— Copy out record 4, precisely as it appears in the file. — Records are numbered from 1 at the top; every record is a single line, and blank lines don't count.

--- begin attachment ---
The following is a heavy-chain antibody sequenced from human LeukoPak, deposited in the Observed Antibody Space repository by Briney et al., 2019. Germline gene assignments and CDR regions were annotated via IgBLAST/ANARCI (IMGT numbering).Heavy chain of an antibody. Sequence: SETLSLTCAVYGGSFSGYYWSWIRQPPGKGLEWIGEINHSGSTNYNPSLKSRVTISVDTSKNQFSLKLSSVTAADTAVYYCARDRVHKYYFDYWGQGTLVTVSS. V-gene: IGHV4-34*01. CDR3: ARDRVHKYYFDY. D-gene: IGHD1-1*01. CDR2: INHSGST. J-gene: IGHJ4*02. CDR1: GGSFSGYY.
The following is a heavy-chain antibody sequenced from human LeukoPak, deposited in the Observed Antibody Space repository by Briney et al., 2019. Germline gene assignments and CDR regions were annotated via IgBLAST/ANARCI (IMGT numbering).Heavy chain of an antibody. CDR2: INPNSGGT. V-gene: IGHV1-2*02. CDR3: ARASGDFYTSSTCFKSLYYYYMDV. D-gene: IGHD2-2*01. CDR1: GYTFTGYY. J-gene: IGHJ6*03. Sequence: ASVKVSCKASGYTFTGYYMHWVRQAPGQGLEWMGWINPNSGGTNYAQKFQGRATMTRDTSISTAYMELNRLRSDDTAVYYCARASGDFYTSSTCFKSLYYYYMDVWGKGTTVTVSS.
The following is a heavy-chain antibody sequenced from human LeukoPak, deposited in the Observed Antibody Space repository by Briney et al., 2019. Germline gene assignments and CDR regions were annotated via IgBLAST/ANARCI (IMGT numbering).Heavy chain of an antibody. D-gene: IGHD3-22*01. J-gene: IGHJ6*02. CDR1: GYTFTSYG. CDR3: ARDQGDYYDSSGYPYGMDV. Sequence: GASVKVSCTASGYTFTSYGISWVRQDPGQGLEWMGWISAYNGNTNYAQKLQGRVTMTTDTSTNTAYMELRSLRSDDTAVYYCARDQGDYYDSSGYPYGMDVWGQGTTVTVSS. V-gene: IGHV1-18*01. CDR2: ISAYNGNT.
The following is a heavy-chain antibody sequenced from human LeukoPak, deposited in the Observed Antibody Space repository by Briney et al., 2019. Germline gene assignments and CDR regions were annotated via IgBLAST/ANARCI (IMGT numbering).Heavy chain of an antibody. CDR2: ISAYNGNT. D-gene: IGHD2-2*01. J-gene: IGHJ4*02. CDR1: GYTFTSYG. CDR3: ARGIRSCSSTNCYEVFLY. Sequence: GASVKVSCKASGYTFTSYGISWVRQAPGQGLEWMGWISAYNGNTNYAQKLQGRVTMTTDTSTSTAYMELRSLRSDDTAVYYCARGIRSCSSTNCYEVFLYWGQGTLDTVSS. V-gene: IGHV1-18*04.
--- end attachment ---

The following is a heavy-chain antibody sequenced from human LeukoPak, deposited in the Observed Antibody Space repository by Briney et al., 2019. Germline gene assignments and CDR regions were annotated via IgBLAST/ANARCI (IMGT numbering).Heavy chain of an antibody. CDR2: ISAYNGNT. D-gene: IGHD2-2*01. J-gene: IGHJ4*02. CDR1: GYTFTSYG. CDR3: ARGIRSCSSTNCYEVFLY. Sequence: GASVKVSCKASGYTFTSYGISWVRQAPGQGLEWMGWISAYNGNTNYAQKLQGRVTMTTDTSTSTAYMELRSLRSDDTAVYYCARGIRSCSSTNCYEVFLYWGQGTLDTVSS. V-gene: IGHV1-18*04.